The Wind River Indian Reservation is a place forgotten by modern man, though it encompasses over 3,000 square miles as well as 3,500 square miles of water. It is the home of just over 26,000 Eastern Shoshone and Northern Arapaho Native Americans, descendants of people pushed onto the reservation from their original territory beginning in 1868, some 30 years after the Cherokee were relocated along the Trail of Tears to Oklahoma.

The Reservation has only a handful of people on their police force and because the FBI has jurisdiction on federal property, an agent is called in from Las Vegas when the coroner confirms the victim had been sexually assaulted. Jane Banner, played by Elizabeth Olsen, is unfamiliar with the unforgiving landscape and relies on Cory Lambert to assist her in the investigation.

The landscape itself becomes an antagonist. Regardless of the temperature in the room, you will find yourself shivering and reaching for an extra throw or blanket. The fact that Native Americans were forced to live there—and they survived—is a testament to the ability of human beings to adapt. Opportunities there are nearly non-existent; in one scene, a young man is asked why he didn’t get out when he might have been able to escape the poverty, high crime and hopelessness. One gets the sense that because these people have lived there for generations, sometimes the land itself prevents them from straying far, regardless of the opportunities that might be available to them elsewhere. It is as if their feet have roots grown deep into the frozen ground, fusing them forever to that place and time.

I admit I closed my eyes during a scene toward the end of the movie, where we learn in a flashback what occurred to the young woman and how she came to be outside in her bare feet, running for her life for six miles over ice and snow that would have stopped an average human being in their tracks long before it stopped her. By this time, the haunting landscape and the plight of its people had pervaded my spirit and long after the movie was over, I felt as if I was still there.

Missing person statistics exist for every demographic except Native American women. The life expectancy on the Wind River Indian Reservation is only 49 years and unemployment rates are more than 80%. (Bustle,2017) Though missing person statistics are not kept, Native American women are 10 times more likely to be murdered than other groups and experience rape and sexual assault at 4 times the national average. (NewYork Times, 2012)

If geography determines our destiny, it is difficult to fathom why anyone would remain in a place that appears destined to kill them—perhaps the original intent when these tribes were forced from their original territories. And yet it happens all across the globe. The invisible system that anchors us remain so strong that it is often difficult—if not impossible—to break free.

Wind River: five stars and highly recommended

Thursday, November 1, 2018

The Adventures of Blade and Rye

For nearly 20 years I have written suspense novels and historical suspense, so it may come as a surprise—to you and to me—that I have written my first children’s book, The Adventures of Blade and Rye.

Written for children ages 10 and under, The Adventures of Blade and Rye is written as a lyrical poem similar to the style I loved when I was a small child and listened to my mother reading The Cat in the Hat or The Night Before Christmas. The first things I memorized were stanzas from those book pages, and they instilled in me a love and appreciation for poetry.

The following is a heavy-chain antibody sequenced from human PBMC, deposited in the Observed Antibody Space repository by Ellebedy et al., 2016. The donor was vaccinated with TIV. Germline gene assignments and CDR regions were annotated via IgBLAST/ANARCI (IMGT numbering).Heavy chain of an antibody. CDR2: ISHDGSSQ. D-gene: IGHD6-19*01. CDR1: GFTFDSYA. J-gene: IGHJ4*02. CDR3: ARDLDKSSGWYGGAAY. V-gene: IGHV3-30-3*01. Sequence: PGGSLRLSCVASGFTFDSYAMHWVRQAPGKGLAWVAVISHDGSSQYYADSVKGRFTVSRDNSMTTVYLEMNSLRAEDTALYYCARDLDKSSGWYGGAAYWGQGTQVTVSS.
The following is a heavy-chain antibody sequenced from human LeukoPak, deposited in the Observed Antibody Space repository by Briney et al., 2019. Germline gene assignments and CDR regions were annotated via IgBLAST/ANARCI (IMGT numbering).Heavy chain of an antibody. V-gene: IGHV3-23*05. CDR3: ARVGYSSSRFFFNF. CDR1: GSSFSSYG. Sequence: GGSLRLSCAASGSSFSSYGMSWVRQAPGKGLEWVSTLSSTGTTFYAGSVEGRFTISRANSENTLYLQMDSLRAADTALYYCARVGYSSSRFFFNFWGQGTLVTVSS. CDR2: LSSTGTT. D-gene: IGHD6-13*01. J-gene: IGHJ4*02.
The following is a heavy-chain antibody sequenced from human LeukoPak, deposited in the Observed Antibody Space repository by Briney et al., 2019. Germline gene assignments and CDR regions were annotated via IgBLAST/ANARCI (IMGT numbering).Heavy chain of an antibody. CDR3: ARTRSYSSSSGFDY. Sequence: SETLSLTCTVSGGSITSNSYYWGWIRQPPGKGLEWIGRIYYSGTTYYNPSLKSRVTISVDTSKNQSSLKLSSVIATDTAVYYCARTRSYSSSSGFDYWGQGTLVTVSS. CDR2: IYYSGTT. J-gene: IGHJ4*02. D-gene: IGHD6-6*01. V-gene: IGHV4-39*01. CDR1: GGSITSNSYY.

The book is about two tiny fairies named Blade and Rye and their adventures when they discover Planet Earth. They fall in love with the Blue Planet and beg their teacher, Miss Indigo, to remain there to witness all the exciting things that occur in nature. They must find the perfect home, which takes them from mountain peaks to ocean depths. When they discover just the right spot, they are turned into two tiny blades of grass to keep them safe from wandering into danger. And there under the protective arms of a yew tree beside an idyllic lake, they bask in the sunshine, witness the moon’s appearance and discover life underground.

I have always loved angels and fairies and as I have researched my Scots-Irish ancestry, the love and appreciation for these wee creatures have only grown.

The official release date is November 22, 2018. Until then, pre-orders can be placed with local bookstores for the paperback edition, which retails for $11.99. The Kindle version is also available for pre-order at $4.99, and amazon has jumped the gun and is selling the paperback prior to the official release date. The book is 44 pages and full color inside and out, illustrated beautifully by Susan Fitzgerald, who truly makes Blade and Rye come to life.

Friday, October 5, 2018

Missing Simone

My collie Simone passed away this week. Many of my readers and social media followers came to know her and everyone that met her adored her. Her picture hangs in the Robeson County (NC) Humane Society offices; the no-kill facility that rescued her, a symbol of hope for all the dogs and cats that come through there, a promise of a better life that is possible to all.

Her own early years were marked with abuse and neglect, which was how she had come to Animal Control and discovered by RCHS volunteers. I was asked to foster her; though she was about two years old and should have weighed 75 pounds, she was barely 45 and completely traumatized. My job was to get her well so she could be adopted out, but I fell in love with her and she never left my home. I thought I was rescuing her, but it turns out, she was rescuing me.